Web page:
From a practical standpoint, if you trust some browser to have done the legwork for you, you can grab the trusted CA cert from its truststore.

Ultimately, you choose which CA's to trust in their job of asserting other websites' legitimacy. You make that choice by your choice of CA certs in your truststore, or you let your chosen browser make that choice for you. If SuspiciousWebsite(tm) presents you with something signed by LegitimateSoundingCAYouDontHave, that's when you need to decide if you trust that CA or not. I'd never accept an unknown CA cert offered up to me by some website. Either get the root cert from some other browser's truststore, or directly from the CA entity itself.

Once you've accepted a CA cert, you trust anything that cert signs. If you let a badguy's fake CA cert in, that bad guy can trivially spoof your bank or any other site.

  • And what would you do with the numerous certificates that come bundled with the OS or browser these days? How do we verify that every one of them is not a bad guy's certificate?
    – user21820
    Jun 11, 2018 at 17:17
  • Practically, you don't. As I mentioned above, IF you trust your browser... Same goes for your OS. If you want to verify everyone of them for yourself, that's a lot of work. You could remove everything you don't know, see what breaks, and start adding them back in one at a time, after vetting their identity. I never said it was easy. But I don't think that's directly relevant to OP's question.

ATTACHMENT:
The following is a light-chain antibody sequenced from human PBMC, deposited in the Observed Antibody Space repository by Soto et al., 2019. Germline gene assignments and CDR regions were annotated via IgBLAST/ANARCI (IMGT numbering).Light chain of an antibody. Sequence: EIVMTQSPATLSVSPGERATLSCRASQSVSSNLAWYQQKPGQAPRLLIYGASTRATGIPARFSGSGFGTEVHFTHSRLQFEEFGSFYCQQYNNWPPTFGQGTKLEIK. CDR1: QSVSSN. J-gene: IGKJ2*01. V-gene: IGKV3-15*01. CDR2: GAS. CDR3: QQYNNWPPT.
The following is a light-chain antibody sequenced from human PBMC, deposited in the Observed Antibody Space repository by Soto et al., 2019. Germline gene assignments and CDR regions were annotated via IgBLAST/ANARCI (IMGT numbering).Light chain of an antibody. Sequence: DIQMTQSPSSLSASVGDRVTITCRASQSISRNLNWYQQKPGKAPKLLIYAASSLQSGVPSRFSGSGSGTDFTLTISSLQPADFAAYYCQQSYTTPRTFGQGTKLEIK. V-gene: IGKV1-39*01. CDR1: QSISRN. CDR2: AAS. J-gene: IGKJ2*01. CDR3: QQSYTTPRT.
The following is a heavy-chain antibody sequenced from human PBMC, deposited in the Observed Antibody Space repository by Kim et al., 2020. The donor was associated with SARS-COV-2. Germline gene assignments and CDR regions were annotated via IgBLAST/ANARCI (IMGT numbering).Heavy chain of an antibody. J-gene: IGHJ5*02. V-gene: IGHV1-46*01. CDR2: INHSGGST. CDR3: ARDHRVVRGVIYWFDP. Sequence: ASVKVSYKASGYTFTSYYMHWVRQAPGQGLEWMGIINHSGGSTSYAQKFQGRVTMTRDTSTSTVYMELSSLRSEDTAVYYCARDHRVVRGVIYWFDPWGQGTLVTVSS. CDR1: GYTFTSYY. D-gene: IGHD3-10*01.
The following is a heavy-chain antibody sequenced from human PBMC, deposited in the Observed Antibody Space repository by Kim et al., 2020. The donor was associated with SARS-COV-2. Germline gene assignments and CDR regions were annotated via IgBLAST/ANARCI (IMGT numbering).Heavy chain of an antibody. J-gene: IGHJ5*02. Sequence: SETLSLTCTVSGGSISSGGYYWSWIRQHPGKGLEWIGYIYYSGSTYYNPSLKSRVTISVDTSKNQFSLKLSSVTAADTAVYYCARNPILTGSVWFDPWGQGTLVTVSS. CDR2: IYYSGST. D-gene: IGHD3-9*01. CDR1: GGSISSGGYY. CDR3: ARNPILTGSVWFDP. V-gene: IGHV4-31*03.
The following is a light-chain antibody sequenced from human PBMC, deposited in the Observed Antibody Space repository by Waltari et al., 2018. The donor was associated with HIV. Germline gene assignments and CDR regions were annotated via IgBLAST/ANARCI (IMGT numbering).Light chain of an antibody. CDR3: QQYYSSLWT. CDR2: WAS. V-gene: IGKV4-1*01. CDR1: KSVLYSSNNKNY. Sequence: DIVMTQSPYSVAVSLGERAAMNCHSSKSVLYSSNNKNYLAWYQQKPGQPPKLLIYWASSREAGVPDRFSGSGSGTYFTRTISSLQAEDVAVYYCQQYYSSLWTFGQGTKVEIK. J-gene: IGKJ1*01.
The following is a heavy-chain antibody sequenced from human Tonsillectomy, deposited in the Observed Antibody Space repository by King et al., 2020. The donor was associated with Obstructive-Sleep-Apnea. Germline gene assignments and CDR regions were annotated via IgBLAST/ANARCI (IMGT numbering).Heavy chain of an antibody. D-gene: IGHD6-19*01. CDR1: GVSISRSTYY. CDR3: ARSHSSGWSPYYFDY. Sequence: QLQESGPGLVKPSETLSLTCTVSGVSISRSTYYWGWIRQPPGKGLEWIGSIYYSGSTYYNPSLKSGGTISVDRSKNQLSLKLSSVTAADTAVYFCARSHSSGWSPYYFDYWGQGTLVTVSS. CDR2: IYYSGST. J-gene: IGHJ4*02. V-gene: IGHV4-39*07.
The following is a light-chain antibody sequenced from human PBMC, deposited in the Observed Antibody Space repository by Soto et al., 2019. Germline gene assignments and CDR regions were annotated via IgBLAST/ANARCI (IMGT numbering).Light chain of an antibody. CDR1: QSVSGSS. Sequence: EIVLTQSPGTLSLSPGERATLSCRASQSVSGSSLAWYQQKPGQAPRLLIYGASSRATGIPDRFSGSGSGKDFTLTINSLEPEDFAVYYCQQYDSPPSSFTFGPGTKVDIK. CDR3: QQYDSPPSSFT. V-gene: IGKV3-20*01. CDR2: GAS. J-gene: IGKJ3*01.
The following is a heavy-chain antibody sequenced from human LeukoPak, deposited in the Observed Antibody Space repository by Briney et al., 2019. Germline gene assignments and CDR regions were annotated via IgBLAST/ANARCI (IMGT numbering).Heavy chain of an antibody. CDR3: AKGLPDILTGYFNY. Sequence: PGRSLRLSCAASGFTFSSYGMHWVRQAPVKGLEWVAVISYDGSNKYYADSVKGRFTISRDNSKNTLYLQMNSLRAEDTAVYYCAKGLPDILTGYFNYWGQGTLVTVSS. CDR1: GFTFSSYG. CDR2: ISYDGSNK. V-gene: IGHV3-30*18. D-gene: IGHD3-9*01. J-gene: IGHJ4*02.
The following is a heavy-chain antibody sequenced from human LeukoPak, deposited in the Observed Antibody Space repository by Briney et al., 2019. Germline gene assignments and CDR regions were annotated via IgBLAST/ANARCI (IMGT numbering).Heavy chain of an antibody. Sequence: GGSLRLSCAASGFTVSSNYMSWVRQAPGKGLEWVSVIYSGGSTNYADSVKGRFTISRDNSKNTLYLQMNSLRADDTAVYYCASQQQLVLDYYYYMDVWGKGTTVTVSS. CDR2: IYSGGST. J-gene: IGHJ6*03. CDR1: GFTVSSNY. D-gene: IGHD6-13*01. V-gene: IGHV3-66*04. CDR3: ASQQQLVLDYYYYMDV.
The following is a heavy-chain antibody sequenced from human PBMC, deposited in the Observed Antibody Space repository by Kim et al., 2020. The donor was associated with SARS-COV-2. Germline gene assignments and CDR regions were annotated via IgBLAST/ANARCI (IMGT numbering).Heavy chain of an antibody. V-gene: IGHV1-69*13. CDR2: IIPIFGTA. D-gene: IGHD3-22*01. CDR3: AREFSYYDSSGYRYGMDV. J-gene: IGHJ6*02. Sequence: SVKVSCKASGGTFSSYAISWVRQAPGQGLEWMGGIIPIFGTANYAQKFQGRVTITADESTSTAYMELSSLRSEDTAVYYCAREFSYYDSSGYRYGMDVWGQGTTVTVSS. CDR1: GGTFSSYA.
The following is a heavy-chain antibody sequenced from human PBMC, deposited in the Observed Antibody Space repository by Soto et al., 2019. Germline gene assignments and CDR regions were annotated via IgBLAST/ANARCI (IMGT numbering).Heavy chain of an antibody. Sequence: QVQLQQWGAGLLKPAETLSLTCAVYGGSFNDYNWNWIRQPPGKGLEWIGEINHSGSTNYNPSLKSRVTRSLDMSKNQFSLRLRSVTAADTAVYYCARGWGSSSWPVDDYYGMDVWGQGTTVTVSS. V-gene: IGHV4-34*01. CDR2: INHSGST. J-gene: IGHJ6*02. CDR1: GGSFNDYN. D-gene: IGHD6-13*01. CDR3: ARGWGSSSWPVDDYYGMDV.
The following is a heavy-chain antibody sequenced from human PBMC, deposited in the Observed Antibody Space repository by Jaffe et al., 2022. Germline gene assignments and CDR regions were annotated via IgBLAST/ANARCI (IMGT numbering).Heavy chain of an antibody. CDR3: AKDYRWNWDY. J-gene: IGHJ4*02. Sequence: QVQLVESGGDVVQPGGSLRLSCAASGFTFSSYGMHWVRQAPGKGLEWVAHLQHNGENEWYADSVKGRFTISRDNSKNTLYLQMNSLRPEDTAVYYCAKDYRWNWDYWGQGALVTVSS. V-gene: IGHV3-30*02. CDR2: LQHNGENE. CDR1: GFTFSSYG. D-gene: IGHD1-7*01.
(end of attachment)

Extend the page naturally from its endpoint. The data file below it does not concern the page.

– JesseM
    Jun 11, 2018 at 18:20
  • I'm not saying it's directly relevant to the original question here, and was just asking your opinion on how to handle this issue. Contrary to what you just said, it is not simply a matter of trusting my browser (or OS). I do trust my browser, but not the CA system, because the original certificates in the trust store may be all legitimate but the CA may issue a fraudulent certificate just tomorrow, and that is all the bad guy needs to trivially spoof any site.
    – user21820
    Jun 12, 2018 at 3:36
  • 1
    Agreed. The "CA system" is fragile. Through incompetence or intent, a single bad actor CA can break the trust model. But that is implicit in trusting the OS and browser truststore. You trust them not only tp assert identity, but also to do their job correctly and security. By analogy, PGP had two trust metrics for keys in your key chain, how much you trusted the validity of the key (e.g. I met you in person, vs I got the key of a public server somewhere) and how much you trusted that person's verification abilities when they signed something. CA certs implicitly max both metrics.